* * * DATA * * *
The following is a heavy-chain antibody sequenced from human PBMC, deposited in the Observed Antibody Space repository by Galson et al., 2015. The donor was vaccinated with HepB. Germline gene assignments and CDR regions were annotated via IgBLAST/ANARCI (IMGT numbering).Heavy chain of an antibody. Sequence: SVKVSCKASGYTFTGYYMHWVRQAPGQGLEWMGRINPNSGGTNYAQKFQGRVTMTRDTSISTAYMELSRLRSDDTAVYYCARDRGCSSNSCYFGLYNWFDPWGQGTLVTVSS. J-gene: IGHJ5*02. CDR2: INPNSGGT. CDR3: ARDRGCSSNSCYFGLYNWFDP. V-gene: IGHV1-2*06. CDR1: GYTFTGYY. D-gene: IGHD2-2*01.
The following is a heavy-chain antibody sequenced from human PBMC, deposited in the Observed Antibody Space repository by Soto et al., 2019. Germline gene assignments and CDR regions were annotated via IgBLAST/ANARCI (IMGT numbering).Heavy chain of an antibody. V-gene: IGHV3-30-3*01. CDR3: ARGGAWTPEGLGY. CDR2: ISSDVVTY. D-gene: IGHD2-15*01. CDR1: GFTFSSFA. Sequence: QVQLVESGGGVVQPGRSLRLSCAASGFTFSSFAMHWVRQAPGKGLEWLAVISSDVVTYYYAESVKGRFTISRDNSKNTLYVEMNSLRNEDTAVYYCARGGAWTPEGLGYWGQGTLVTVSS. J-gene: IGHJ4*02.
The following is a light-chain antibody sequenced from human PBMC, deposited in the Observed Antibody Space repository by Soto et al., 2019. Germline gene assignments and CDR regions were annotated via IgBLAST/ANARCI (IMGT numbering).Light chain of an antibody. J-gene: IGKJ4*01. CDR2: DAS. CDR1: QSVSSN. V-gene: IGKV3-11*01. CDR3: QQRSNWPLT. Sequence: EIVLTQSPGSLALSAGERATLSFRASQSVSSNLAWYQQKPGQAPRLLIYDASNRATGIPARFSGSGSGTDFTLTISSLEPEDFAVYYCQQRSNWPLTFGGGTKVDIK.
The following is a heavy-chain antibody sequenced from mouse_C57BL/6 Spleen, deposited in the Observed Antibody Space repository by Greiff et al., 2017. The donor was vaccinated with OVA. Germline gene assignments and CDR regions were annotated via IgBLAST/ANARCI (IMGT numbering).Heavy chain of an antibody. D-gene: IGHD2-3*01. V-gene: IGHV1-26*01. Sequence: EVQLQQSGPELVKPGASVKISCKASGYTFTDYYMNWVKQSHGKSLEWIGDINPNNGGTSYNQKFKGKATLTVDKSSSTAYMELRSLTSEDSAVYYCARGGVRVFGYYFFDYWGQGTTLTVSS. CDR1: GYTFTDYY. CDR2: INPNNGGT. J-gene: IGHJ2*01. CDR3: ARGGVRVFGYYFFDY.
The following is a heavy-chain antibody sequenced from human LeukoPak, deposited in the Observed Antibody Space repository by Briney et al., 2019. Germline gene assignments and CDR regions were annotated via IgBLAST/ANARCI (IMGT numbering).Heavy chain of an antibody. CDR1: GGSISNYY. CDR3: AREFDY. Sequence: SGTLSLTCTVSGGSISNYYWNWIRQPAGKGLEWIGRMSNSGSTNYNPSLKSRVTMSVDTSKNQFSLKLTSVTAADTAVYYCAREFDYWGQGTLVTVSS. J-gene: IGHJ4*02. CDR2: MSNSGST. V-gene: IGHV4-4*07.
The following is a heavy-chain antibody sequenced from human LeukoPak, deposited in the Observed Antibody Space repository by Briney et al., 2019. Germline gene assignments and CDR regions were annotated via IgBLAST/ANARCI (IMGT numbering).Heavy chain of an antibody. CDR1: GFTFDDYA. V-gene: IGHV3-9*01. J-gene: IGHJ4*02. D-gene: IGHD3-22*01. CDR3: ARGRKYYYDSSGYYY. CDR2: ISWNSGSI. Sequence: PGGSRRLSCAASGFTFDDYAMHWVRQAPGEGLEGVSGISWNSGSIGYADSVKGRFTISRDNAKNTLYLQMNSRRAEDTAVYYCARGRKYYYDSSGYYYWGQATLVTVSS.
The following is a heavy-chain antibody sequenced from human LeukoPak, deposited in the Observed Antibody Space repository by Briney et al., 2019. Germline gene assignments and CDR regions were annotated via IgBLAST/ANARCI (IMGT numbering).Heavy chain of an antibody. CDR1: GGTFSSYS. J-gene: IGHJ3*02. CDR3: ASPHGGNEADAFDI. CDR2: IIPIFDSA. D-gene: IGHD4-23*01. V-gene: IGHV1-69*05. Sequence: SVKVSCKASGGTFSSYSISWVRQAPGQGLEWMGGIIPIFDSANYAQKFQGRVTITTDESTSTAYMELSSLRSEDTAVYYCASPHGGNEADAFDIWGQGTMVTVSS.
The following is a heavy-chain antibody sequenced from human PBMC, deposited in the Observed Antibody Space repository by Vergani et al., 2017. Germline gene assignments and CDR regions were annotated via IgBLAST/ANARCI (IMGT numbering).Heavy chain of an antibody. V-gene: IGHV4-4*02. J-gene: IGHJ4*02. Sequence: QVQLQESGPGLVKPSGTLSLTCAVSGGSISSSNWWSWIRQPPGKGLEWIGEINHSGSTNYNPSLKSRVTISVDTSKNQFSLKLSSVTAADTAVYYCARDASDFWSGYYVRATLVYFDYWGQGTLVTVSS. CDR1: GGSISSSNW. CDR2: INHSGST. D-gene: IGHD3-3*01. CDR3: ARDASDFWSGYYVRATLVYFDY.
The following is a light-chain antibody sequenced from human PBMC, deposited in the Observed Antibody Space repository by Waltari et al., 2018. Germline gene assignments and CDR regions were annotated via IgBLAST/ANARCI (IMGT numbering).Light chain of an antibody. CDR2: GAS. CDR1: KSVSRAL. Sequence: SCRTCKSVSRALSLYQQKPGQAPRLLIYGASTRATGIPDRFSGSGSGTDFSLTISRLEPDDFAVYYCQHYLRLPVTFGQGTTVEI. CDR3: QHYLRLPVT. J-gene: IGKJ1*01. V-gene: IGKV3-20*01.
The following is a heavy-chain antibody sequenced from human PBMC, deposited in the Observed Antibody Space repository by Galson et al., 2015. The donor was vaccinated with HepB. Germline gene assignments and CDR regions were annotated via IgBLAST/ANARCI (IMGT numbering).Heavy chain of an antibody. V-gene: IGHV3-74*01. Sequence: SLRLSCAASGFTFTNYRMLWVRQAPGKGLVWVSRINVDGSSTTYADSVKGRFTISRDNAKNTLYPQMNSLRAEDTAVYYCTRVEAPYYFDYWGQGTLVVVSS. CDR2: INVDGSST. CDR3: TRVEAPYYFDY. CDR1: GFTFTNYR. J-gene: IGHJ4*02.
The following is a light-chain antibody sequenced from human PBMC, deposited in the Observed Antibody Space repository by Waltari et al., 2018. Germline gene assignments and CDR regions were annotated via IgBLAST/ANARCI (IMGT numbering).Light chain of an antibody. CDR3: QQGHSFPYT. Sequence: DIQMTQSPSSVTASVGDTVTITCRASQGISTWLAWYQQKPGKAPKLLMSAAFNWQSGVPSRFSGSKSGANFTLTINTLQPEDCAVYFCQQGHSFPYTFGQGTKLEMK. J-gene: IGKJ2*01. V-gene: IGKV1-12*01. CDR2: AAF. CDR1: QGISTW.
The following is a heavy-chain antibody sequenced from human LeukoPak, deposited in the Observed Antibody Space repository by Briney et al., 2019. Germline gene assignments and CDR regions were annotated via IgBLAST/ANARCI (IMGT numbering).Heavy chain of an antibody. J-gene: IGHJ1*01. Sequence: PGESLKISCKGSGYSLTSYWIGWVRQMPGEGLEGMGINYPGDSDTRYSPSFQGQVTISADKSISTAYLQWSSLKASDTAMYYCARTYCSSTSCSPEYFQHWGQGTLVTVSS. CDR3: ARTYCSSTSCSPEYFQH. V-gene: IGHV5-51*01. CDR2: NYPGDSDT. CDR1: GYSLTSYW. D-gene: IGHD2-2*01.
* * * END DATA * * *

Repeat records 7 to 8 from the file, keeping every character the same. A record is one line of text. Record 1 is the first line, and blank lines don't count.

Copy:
The following is a heavy-chain antibody sequenced from human LeukoPak, deposited in the Observed Antibody Space repository by Briney et al., 2019. Germline gene assignments and CDR regions were annotated via IgBLAST/ANARCI (IMGT numbering).Heavy chain of an antibody. CDR1: GGTFSSYS. J-gene: IGHJ3*02. CDR3: ASPHGGNEADAFDI. CDR2: IIPIFDSA. D-gene: IGHD4-23*01. V-gene: IGHV1-69*05. Sequence: SVKVSCKASGGTFSSYSISWVRQAPGQGLEWMGGIIPIFDSANYAQKFQGRVTITTDESTSTAYMELSSLRSEDTAVYYCASPHGGNEADAFDIWGQGTMVTVSS.
The following is a heavy-chain antibody sequenced from human PBMC, deposited in the Observed Antibody Space repository by Vergani et al., 2017. Germline gene assignments and CDR regions were annotated via IgBLAST/ANARCI (IMGT numbering).Heavy chain of an antibody. V-gene: IGHV4-4*02. J-gene: IGHJ4*02. Sequence: QVQLQESGPGLVKPSGTLSLTCAVSGGSISSSNWWSWIRQPPGKGLEWIGEINHSGSTNYNPSLKSRVTISVDTSKNQFSLKLSSVTAADTAVYYCARDASDFWSGYYVRATLVYFDYWGQGTLVTVSS. CDR1: GGSISSSNW. CDR2: INHSGST. D-gene: IGHD3-3*01. CDR3: ARDASDFWSGYYVRATLVYFDY.